- The Washington Times - Friday, June 10, 2005

Kostyantyn Gryshchenko began his career in the Soviet diplomatic corps, served as Ukraine’s ambassador in Washington, and rose to be his country’s foreign minister during the tumultuous days of December’s Orange Revolution.

But in Washington yesterday for meetings with senior State Department officials, Mr. Gryshchenko was wearing yet another hat: politician.

“For Ukrainian diplomats, our frustration was always that what we tried to achieve abroad was being held back by the realities of our own country,” Mr. Gryshchenko said in an interview. “Forming a political party was the way I saw to change that.”

Mr. Gryshchenko said his fledgling Republican Party of Ukraine is named after and patterned on its American counterpart: a pro-business, low-tax, small-government party that favors individual initiative, community values and decentralized political power.

“We took the basic core idea from the ideas of the U.S. Republican party,” he said.

The Orange Revolution, in which massive, peaceful protests overturned a questionable election and led to a victory for pro-Western President Viktor Yushchenko, electrified the world.

But Mr. Gryshchenko, who stepped down as foreign minister Feb. 4, argued the revolution had been far from complete. U.S. and European support and pressure, he said, were still needed to keep the new government on the path to needed reforms.

“In many ways there has been no visible break with the way the country was governed before,” he said.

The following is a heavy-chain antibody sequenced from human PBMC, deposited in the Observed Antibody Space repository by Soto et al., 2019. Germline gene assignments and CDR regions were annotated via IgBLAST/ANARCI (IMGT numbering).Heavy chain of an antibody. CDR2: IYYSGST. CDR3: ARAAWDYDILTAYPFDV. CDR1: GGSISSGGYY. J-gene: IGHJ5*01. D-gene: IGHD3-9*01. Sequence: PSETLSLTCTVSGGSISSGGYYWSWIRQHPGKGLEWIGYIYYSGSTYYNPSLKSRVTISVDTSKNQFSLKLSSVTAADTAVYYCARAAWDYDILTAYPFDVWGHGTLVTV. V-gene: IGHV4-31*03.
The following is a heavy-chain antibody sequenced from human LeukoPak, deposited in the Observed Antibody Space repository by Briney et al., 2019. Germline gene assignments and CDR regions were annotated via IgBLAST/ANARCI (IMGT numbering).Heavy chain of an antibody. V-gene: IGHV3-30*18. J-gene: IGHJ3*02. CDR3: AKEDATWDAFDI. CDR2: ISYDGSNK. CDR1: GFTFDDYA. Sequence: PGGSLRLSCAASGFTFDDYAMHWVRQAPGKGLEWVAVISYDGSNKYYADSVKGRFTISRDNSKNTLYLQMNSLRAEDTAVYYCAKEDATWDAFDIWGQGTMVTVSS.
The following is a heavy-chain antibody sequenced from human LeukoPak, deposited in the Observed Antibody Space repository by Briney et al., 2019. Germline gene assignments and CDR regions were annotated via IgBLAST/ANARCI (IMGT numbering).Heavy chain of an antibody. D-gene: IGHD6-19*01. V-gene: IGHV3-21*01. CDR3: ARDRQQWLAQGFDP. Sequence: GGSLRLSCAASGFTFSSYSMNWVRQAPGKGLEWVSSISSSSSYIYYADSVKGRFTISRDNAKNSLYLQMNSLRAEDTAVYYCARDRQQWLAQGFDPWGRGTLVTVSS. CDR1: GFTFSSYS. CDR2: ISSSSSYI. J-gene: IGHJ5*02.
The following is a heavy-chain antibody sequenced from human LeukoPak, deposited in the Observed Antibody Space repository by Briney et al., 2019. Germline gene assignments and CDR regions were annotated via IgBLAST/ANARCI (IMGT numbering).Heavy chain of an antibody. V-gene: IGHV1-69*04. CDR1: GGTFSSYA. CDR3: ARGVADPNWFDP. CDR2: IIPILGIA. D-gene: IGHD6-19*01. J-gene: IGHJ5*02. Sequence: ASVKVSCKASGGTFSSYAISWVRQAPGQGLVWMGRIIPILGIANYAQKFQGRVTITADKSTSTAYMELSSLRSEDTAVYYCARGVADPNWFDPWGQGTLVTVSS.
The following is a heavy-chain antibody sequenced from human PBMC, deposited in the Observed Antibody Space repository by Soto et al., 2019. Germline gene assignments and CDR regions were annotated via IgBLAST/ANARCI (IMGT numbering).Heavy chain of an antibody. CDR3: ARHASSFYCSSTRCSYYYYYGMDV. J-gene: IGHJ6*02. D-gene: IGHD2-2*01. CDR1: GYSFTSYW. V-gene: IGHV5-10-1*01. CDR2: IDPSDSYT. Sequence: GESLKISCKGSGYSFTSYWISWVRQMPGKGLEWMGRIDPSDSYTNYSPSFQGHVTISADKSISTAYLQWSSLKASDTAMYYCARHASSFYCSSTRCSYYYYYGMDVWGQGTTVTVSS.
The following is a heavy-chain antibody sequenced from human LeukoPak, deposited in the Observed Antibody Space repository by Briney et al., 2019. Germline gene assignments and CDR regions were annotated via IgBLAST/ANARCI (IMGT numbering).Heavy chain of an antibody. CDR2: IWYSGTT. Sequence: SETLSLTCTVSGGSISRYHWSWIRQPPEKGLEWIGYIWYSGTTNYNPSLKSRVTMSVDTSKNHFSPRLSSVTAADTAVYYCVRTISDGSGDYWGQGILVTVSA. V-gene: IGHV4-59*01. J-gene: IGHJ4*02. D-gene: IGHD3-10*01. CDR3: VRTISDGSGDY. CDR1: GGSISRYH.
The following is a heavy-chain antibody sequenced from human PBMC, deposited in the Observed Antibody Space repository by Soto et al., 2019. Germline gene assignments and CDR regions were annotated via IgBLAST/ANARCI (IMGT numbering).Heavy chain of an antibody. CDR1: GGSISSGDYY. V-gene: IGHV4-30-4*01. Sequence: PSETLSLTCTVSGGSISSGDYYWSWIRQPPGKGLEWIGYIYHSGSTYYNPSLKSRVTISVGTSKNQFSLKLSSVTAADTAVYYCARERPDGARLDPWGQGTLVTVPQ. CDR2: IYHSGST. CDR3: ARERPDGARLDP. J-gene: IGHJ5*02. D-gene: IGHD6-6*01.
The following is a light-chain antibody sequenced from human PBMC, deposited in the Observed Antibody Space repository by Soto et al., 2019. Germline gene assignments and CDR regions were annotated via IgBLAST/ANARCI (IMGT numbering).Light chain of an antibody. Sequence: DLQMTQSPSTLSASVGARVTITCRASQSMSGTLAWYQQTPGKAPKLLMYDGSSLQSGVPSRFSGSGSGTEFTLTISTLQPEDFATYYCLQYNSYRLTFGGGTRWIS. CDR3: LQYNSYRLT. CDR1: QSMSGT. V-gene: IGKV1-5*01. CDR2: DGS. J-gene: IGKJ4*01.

“The outward declarations and statements of the government are much more positive, but the power structures — dealing with the media, with local governments, with the economy — have seen no real change.”

The Orange Revolution “opened a window of opportunity that should be exploited to the maximum for reform, but that is not happening now,” he added.

President Yushchenko and Prime Minister Yulia Tymoshenko have clashed over energy policy and other issues, reminiscent of the paralyzing fights that occurred throughout the two terms of former President Leonid Kuchma.

Most local officials are appointed by the central government in Kiev, and business “oligarchs” continue to dominate many of the main industrial and media properties.

Mr. Gryshchenko said many of the bureaucrats and ministers from Mr. Kuchma’s time remain in place, and government officials still have trouble accepting the need for a critical and independent press.

He said his new party hopes to meet the 3 percent vote threshold to qualify for seats in parliament in next spring’s vote, seeking support in both Ukraine’s European-oriented west and its Russian-speaking eastern regions.

He acknowledged the vast change between his former life of international conferences and high-level diplomacy to a politician’s lot shaking hands, slapping backs, striking deals and trolling for votes.

“I have gotten to see a lot more of my own country than I did before,” he said.

“But cutting deals is something I have had to do for a long time. Any negotiation is a delicate balance between what is achievable and what is in the best interests of everybody in the room.”

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